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One Simple Question That Could Save A Life

One Simple Question That Could Save A Life


We really want to know. R U Ok? If you are not ok, we would like to hear from you. Please make contact with your doctor today.

Thankfully discussions on mental health are increasingly being brought to public forums and days like R U Ok? Day (13thSeptember 2018) and World Suicide Awareness Day (10th September) are highlighting the impact suicide is having on society.

Over 2,800 people died as a result of suicide in the most recent numbers available in Australia. That statistic is frightening enough, but when you consider thousands more attempt to end their own lives, and hundreds of thousands consider it. And that is before you consider the hundreds of people directly affected by each, individual act of self-harm – friends, family, colleagues, team mates, the list goes on.

Suicide has a very real impact on modern society and we each have a role to play in preventing suicide. The first step is to talk about it.

It’s no secret why Australian’s have struggled to bring this difficult area into the public eye. It’s a hard topic to talk about. Ironic then that talking is the actual thing that is most important in suicide prevention. It’s the first step in helping someone you care about overcome the challenges they are struggling with.

The R U OK? Team are focused on getting people talking and set out some helpful hints on starting the conversation here. If you have noticed a loved one acting differently recently, and your instinct is telling you that something is up, then these steps will help you take the first to getting them help.

Mental health is a complex area. It is not always obvious or easy to identify when someone is affected. The American Psychiatric Association provides the following list of behaviours and changes to look for that may indicate a mental health issue in yourself or in someone else:

  • Sleep or appetite changes – dramatic sleep and appetite changes or decline in personal care

  • Mood changes – rapid or dramatic shifts in emotions or depressed feelings

  • Withdrawal – recent social withdrawal and loss of interest in activities previously enjoyed

  • Increased sensitivity – heightened sensitivity to sights, sounds, smells or touch; avoidance of over-stimulating situations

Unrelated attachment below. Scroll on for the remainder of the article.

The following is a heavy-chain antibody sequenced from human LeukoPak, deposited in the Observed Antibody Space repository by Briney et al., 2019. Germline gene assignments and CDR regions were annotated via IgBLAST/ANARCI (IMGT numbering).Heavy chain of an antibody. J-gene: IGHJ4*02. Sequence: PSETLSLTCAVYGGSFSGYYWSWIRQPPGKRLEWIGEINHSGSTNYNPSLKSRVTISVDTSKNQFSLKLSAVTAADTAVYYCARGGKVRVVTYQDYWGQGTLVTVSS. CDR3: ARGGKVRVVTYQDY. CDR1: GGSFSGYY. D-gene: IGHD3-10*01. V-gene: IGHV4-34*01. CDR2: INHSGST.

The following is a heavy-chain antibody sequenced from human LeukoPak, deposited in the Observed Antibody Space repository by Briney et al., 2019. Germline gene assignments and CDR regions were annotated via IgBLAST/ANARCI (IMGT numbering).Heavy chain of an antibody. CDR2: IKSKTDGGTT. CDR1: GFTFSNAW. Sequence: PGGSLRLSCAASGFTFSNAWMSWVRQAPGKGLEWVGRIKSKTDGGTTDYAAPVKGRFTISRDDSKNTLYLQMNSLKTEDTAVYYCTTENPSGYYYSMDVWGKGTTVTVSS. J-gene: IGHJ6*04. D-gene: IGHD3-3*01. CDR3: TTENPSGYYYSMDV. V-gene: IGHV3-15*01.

• Illogical thinking – unusual or exaggerated beliefs about personal powers to understand meaning or influence events; illogical or ‘magical’ thinking typical of childhood in an adult

  • Drop in functioning - an unusual drop in functioning at school, work or social activities. For example, quitting sports, a reduction in school performance or difficulty performing familiar tasks

  • Problems thinking – problems with concentration, memory or logical thought and speech that are hard to explain

  • Apathy – loss of initiative or desire to participate in any activity

  • Feeling disconnected – a vague feeling of being disconnected from oneself or one’s surroundings; a sense of unreality

  • Nervousness – fear or suspiciousness of others or a strong nervous feeling

  • Unusual behaviour – odd, uncharacteristic, peculiar behaviour

As a community it’s vital we keep the conversation going. This is why days like R U OK? Day are so important. They get people talking about the issue of suicide and help people who may otherwise suffer in silence to open up about their struggle.

Holding an R U OK? event or highlighting it some way at your workplace or in the family is a great way to help spread the message. Check out the tips on how to raise awareness here.

If you or someone you know are struggling, consulting a medical professional is a vital part of the process. Make an appointment today and make your mental health a priority.


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